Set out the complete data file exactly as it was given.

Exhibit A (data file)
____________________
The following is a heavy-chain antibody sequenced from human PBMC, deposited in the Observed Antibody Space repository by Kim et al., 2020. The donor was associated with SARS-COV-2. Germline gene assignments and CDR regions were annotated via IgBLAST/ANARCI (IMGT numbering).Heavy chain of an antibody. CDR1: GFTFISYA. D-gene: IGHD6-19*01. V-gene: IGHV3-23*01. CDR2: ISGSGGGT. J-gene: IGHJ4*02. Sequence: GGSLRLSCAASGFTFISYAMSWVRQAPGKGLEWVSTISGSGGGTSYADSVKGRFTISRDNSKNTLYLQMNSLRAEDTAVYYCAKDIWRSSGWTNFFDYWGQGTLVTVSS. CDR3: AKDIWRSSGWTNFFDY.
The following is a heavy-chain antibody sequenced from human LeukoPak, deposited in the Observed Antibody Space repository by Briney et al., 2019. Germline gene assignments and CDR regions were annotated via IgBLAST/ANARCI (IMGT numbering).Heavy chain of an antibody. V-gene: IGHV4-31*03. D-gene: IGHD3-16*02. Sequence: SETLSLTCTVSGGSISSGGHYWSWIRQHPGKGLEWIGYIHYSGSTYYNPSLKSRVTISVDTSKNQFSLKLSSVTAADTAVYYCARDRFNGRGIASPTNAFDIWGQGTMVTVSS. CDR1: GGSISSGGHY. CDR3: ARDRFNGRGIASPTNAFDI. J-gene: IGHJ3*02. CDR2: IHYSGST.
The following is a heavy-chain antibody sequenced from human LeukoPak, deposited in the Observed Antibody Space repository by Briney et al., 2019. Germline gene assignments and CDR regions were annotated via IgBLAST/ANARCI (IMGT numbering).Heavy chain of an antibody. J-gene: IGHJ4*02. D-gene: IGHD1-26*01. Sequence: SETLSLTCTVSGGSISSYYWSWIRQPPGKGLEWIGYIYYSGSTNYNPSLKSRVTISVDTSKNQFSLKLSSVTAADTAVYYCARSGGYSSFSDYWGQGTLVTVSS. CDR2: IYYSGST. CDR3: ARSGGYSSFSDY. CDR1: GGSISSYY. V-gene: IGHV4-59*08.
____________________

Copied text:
The following is a heavy-chain antibody sequenced from human PBMC, deposited in the Observed Antibody Space repository by Kim et al., 2020. The donor was associated with SARS-COV-2. Germline gene assignments and CDR regions were annotated via IgBLAST/ANARCI (IMGT numbering).Heavy chain of an antibody. CDR1: GFTFISYA. D-gene: IGHD6-19*01. V-gene: IGHV3-23*01. CDR2: ISGSGGGT. J-gene: IGHJ4*02. Sequence: GGSLRLSCAASGFTFISYAMSWVRQAPGKGLEWVSTISGSGGGTSYADSVKGRFTISRDNSKNTLYLQMNSLRAEDTAVYYCAKDIWRSSGWTNFFDYWGQGTLVTVSS. CDR3: AKDIWRSSGWTNFFDY.
The following is a heavy-chain antibody sequenced from human LeukoPak, deposited in the Observed Antibody Space repository by Briney et al., 2019. Germline gene assignments and CDR regions were annotated via IgBLAST/ANARCI (IMGT numbering).Heavy chain of an antibody. V-gene: IGHV4-31*03. D-gene: IGHD3-16*02. Sequence: SETLSLTCTVSGGSISSGGHYWSWIRQHPGKGLEWIGYIHYSGSTYYNPSLKSRVTISVDTSKNQFSLKLSSVTAADTAVYYCARDRFNGRGIASPTNAFDIWGQGTMVTVSS. CDR1: GGSISSGGHY. CDR3: ARDRFNGRGIASPTNAFDI. J-gene: IGHJ3*02. CDR2: IHYSGST.
The following is a heavy-chain antibody sequenced from human LeukoPak, deposited in the Observed Antibody Space repository by Briney et al., 2019. Germline gene assignments and CDR regions were annotated via IgBLAST/ANARCI (IMGT numbering).Heavy chain of an antibody. J-gene: IGHJ4*02. D-gene: IGHD1-26*01. Sequence: SETLSLTCTVSGGSISSYYWSWIRQPPGKGLEWIGYIYYSGSTNYNPSLKSRVTISVDTSKNQFSLKLSSVTAADTAVYYCARSGGYSSFSDYWGQGTLVTVSS. CDR2: IYYSGST. CDR3: ARSGGYSSFSDY. CDR1: GGSISSYY. V-gene: IGHV4-59*08.